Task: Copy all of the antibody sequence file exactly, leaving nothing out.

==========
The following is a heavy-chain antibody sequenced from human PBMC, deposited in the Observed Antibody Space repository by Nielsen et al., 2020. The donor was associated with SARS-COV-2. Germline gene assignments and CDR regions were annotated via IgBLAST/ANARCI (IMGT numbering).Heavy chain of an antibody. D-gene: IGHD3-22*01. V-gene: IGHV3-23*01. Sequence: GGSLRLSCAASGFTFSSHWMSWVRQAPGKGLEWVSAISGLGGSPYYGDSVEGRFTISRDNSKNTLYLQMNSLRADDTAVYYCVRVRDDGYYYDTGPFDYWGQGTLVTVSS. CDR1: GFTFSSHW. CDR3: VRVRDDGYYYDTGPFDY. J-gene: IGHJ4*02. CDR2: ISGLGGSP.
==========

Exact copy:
The following is a heavy-chain antibody sequenced from human PBMC, deposited in the Observed Antibody Space repository by Nielsen et al., 2020. The donor was associated with SARS-COV-2. Germline gene assignments and CDR regions were annotated via IgBLAST/ANARCI (IMGT numbering).Heavy chain of an antibody. D-gene: IGHD3-22*01. V-gene: IGHV3-23*01. Sequence: GGSLRLSCAASGFTFSSHWMSWVRQAPGKGLEWVSAISGLGGSPYYGDSVEGRFTISRDNSKNTLYLQMNSLRADDTAVYYCVRVRDDGYYYDTGPFDYWGQGTLVTVSS. CDR1: GFTFSSHW. CDR3: VRVRDDGYYYDTGPFDY. J-gene: IGHJ4*02. CDR2: ISGLGGSP.